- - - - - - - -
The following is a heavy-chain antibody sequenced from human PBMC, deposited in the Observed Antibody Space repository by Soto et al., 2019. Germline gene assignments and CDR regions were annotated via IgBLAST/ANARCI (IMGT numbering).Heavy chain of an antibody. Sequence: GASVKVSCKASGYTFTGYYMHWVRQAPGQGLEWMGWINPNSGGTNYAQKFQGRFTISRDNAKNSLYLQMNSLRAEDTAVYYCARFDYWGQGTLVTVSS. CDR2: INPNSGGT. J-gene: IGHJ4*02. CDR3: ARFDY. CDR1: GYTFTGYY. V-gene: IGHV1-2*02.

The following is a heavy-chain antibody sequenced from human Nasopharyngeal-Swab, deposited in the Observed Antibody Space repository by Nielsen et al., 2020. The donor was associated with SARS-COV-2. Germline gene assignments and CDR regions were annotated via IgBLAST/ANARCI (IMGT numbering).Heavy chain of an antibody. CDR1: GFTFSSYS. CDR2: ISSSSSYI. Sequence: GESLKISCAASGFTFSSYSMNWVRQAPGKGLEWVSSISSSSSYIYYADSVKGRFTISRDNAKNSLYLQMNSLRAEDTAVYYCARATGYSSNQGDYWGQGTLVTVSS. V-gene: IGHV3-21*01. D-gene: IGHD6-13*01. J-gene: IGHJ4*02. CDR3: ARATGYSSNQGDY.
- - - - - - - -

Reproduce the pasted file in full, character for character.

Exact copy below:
The following is a heavy-chain antibody sequenced from human PBMC, deposited in the Observed Antibody Space repository by Soto et al., 2019. Germline gene assignments and CDR regions were annotated via IgBLAST/ANARCI (IMGT numbering).Heavy chain of an antibody. Sequence: GASVKVSCKASGYTFTGYYMHWVRQAPGQGLEWMGWINPNSGGTNYAQKFQGRFTISRDNAKNSLYLQMNSLRAEDTAVYYCARFDYWGQGTLVTVSS. CDR2: INPNSGGT. J-gene: IGHJ4*02. CDR3: ARFDY. CDR1: GYTFTGYY. V-gene: IGHV1-2*02.

The following is a heavy-chain antibody sequenced from human Nasopharyngeal-Swab, deposited in the Observed Antibody Space repository by Nielsen et al., 2020. The donor was associated with SARS-COV-2. Germline gene assignments and CDR regions were annotated via IgBLAST/ANARCI (IMGT numbering).Heavy chain of an antibody. CDR1: GFTFSSYS. CDR2: ISSSSSYI. Sequence: GESLKISCAASGFTFSSYSMNWVRQAPGKGLEWVSSISSSSSYIYYADSVKGRFTISRDNAKNSLYLQMNSLRAEDTAVYYCARATGYSSNQGDYWGQGTLVTVSS. V-gene: IGHV3-21*01. D-gene: IGHD6-13*01. J-gene: IGHJ4*02. CDR3: ARATGYSSNQGDY.